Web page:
Add to your repair arsenal some parachute cord (p-cord) and a multitool, and you can jury-rig an astounding number of field fixes. Good nylon p-cord has a breaking strength of 500 pounds, and a multitool with an awl can drill holes in almost anything. With just those two items, you can field-fix most of what you can’t fix with duct tape.
If you’re headed out for more than an overnight, it’s a good idea to bring a more substantial repair kit with you.
In addition to the duct tape, p-cord, and multitool, a basic repair kit should include:
- a few safety pins,
- an extra buckle for the hip belt of your backpack,
- a few feet of sturdy metal wire,
- a small sewing kit,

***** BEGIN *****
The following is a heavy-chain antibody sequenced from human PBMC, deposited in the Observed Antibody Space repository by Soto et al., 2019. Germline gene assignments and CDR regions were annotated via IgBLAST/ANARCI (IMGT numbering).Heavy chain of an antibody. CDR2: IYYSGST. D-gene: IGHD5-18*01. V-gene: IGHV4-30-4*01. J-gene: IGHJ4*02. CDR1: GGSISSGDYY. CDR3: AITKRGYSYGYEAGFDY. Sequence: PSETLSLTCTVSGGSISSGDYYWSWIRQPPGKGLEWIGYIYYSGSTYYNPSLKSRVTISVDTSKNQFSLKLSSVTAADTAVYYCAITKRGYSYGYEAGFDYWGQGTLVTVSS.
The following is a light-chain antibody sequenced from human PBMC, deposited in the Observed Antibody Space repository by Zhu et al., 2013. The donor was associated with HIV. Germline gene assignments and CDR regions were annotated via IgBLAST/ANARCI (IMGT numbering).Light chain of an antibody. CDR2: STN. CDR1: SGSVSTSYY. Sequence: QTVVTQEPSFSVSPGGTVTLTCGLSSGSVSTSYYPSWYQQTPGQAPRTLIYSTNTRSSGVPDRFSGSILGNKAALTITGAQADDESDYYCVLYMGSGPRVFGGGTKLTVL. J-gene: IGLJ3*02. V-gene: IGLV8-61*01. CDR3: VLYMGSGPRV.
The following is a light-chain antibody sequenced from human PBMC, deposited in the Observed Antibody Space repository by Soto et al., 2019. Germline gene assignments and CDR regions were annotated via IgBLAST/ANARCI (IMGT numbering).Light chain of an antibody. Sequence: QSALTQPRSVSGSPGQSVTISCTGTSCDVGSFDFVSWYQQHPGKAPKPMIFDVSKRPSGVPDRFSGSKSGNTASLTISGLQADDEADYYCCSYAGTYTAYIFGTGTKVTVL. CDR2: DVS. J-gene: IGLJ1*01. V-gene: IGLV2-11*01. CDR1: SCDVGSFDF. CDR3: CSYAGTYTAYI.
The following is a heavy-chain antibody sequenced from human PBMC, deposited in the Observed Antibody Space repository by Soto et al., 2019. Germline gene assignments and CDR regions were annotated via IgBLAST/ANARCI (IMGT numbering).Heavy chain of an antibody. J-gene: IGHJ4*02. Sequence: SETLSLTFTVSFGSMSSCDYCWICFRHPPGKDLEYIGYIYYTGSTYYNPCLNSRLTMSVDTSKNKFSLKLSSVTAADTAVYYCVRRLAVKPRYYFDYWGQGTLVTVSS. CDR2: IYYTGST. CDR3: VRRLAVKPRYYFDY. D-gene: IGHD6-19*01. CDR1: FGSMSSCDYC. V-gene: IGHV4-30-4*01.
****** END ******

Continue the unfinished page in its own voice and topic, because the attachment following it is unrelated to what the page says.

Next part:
- a tube of seam seal,
- a sheet of repair tape,
- a splinting sleeve for a broken tent pole,
- a repair kit for your stove.
If you’re canoeing, add extra nuts and bolts for your canoe seats and thwarts.
Suppose you want to be prepared for slightly more potential repairs. In that case, you could also throw in scraps of different kinds of material—rip-stop nylon, rain gear material, tent fly material, bug screen, heavy-duty canvas, and a few feet of two-foot-wide flat webbing.
Also, consider a Speedy Stitcher, which is a sewing awl that will allow you to sew through multiple layers of thick fabric or even leather.
With a well-stocked repair kit and some ingenuity, you should be able to figure out almost any gear-related setback.
The most valuable resource you have for gear repair in the field is your resourcefulness. When you’re trying to figure out how to fix something, be expansive in your thinking about what you have at your disposal.
It’s not just what’s inside your designated repair kit; consider using your dental floss, the drawstring on your pajama pants, the thin plastic sheet you’ve been using for a cutting board, or even the empty plastic bag leftover from dinner.